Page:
When you step onto Northwestern’s campus this fall, you’ll step into a world of changes: new friends, new classes, new profs, or new living situations. At Evanston Counseling, we want to support you as the semester kicks off. We know that you have Northwestern counseling services to go to for help with the transition. Our therapists are here, too, to help you set healthy habits. Who doesn’t want to feel happier this school year?
We’ve Got You
Any one of these changes by itself could cause you to feel anxiety or depression. A little grief might mix in with the excitement. After all, you left behind your support system and the familiar things of life.
We’ve put together 5 tips to keep you feelin’ “good vibes.” You might pick one and focus on it during the first month of school. See how this habit helps you to feel better.
The Thing About Habits: Take the Pressure Off
Have you heard of James Clear? He’s a guru on habits and how to make them stick. In his book Atomic Habits, he says this:
“All big things come from small beginnings. The seed of every habit is a single, tiny decision. But as that decision is repeated, a habit sprouts and grows stronger.”
Our therapists at Evanston Counseling love this idea. One single, tiny decision. That’s where you start. So, pick something easy and doable. Check out how this one decision can lead to you feeling better over time.
The tips we have below you’ve probably heard before, but it’s for good reason. They work!
Evanston Therapy Mental Health for College Students Tip #1 – Exercise, Shake Your Groove Thing
Okay, we’re not talking about hitting the gym every day for hours. Unless that’s how you roll! (Remember the part about one, single, tiny decision?) But research has shown that exercise and movement will lift your mood, lower stress, and improve memory and brain function.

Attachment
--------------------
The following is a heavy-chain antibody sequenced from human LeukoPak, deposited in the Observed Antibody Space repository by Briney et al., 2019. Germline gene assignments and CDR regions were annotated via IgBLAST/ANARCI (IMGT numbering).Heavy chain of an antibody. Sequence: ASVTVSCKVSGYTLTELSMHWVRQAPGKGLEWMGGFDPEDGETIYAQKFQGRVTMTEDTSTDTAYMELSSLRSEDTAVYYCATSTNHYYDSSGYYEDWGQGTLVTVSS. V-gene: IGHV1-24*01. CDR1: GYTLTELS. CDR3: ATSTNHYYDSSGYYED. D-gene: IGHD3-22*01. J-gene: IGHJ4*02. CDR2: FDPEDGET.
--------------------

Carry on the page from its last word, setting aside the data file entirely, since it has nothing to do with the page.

Check the personal and group fitness options on Northwestern’s campus.
Or put on some throwbacks and have an old-fashioned dance party. (You might not realize how much of the day you spend sitting!) You’ll feel better, and your brain will thank you for it.
To see the most benefits to your brain and mood, exercise regularly.
Evanston Therapy Mental Health for College Students Tip #2 Watch What You Eat and Drink
When you feel pressed for time, you may just snack and not take time for meals. But, your brain and your emotions thrive on healthy foods. But you knew that.
Ramen and pizza are just a part of college life, right? Along with that, work fruits, veggies, healthy protein, and whole grains into your meal plans. You’ll think more clearly and generally feel better.
Have you dealt with an eating disorder in the past? You might want to work out a plan. When life is feeling out of control, what can you do? This is where mental health services for Northwestern students or talking with one of our therapists can offer relief.
Do you love to hit all of the parties on the weekend and end up drinking too much alcohol? Perhaps you do drugs to relieve social stress. You want to be more social and get to know people, but it’s hard and the alcohol and drugs make it easier and more fun. This might feel good temporarily, but in the long run, your grades will suffer and the embarrassment over what you did on Saturday night will live on.
It’s so socially acceptable to turn to substances or food to calm the stress and anxiety. But using food, alcohol or drugs as your go-to to deal with life is gambling with your future and addictions can form. And, before you know it you could find yourself thinking more about the next snack attack or vape and less about your school work. Talk to one of our Evanston therapists. We’ll help you find and stick with more healthy ways to relieve your stress. Let’s devise a personal strategy that works for you.